The year was 1776, and the Industrial Revolution was about to begin. If we can return to the eighteenth century, we can warn everyone about the dangers of uncontrolled environmental exploitation. Today, we know all too well the risks of mining, haunted by images of barren landscapes, flattened mountain peaks, polluted rivers and harmful labor practices. If we knew then what we know now, would we do better? Unfortunately this is a moot question, but today we may actually have a choice.
Rather than accepting the risk of environmental catastrophe, we have the opportunity to take a precautionary approach that calls on corporations and governments alike to fully assess all potential risks of an emerging industry.
Nowhere is there a need for more precaution than in the deep sea. In one of the most mysterious and sensitive parts of the planet, business interests are actively working to launch a new industry with unprecedented risks: deep-sea mining.
The rise of deep sea mining
Deep-sea mining has the potential to be disastrous for the planet. The delicate carbon cycles, which are poorly understood but are essentially important for separating greenhouse gases, could be irreparably damaged, leading to a spiraling emissions release that deepens the climate crisis. The unknown impact is likely to have removed thousands of tons of sediment over large areas of the ocean. Damage to the ocean floor is likely to remain unrecovered for hundreds or even thousands of years.
Deep-sea mining (DSM) is many things: novel, poorly understood, potentially destructive, politically controversial, and commercially uncertain. The only study on its long-term effects has found that ecosystems remain barren for decades of life, even with minimal mining.
Alarmingly, proponents are touting DSM as a good alternative to the catastrophic effects of land-based mining, claiming that DSM is not only a safe and low-impact alternative, but has little impact in the remote reaches of the deep sea. ecological value. Nothing could be further from the truth.
The deep sea, once thought to be an empty void, has been found in recent decades to harbor a miraculous range of species. From angler fish to giant isopods, the deep sea has rich biodiversity that communicates with blazing sounds and sparks of light. These sparks of light are so abundant in the deep ocean that they are the most common form of communication on the planet.
Amongst this rich biodiversity is more than half of the Earth’s supply of vital minerals. The deepest parts of the ocean floor remain effectively impenetrable with mining technology unable to withstand the extremely high water pressure of deep ocean efforts. This year, that could all change: With technological advancements, nations and corporations have deep-sea mining operations.
forfeiture of evidence
Corporations already investing heavily in deep-sea mining are claiming that lack of evidence is evidence of absence. That is, companies are taking advantage of the paucity of available data on deep-sea ecosystems to suggest that their actions will have little environmental impact, while the actual impact is unknown. While major fossil fuel companies completely hide information about climate change from the public, deep-sea mining companies have the advantage of having very little information to hide, in some cases preventing the acquisition of such information. to work. Fortunately, we have enough information about the deep sea to know that its high biodiversity and caches of undiscovered species are of far greater value to humanity and resilient ocean ecosystems than the short-term benefits of exploitative and destructive mining industries. is.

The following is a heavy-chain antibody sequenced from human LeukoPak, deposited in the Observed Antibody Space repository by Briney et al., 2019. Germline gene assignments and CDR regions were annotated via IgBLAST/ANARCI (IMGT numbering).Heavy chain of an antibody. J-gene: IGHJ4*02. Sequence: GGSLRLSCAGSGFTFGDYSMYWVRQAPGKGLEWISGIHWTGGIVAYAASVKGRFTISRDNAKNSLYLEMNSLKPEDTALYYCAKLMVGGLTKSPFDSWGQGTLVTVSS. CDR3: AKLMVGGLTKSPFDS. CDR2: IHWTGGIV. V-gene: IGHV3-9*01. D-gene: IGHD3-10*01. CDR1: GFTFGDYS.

ISA, the most important international body you’ve never heard of!
The International Sea Level Authority stands in the midst of an unknown environmental disaster and the mining industry eager to begin exploitation. The ISA, headquartered in Jamaica, is a small independent body assembled by the United Nations with few staff and minimal funding. There, in Kingston, a small gathering of people is drafting mining regulations that would govern the exploitation of our planet’s largest swamp.
Deep-sea mining companies and nations hope to ignite a maritime industrial age of their own; Massive machines several stories high are their proverbial steam engines. Today, we have the chance to learn with certainty what we would have done two and a half centuries ago to reduce the environmental damage of the coming era, if we only knew the climate disaster we could have avoided. This time we have an opportunity to avert a far reaching maritime disaster.
our opportunity to work
The ocean is central to solving many of the crises we currently face, including climate change, biodiversity loss, and environmental injustice. The ocean is also key to President Biden’s commitment to protect 30% of our land and water by 2030. As the deep sea is being targeted as the next frontier for the mining industry, we have been called upon to protect the deep sea. We are proud to announce the official membership of Earthjustice deep sea conservation alliance, a pre-eminent coalition of more than 80 nonprofits globally, is striving to protect vulnerable deep-sea ecosystems.
Very few times in our history have we had the opportunity to take action to protect the planet before a new extraction industry is born. We have the unique opportunity to help shape the railing that will prevent harmful action before it begins and ensure that deep sea mining is undertaken only when the risks are fully understood and mitigated, Let the deep sea be preserved as a common heritage for generations.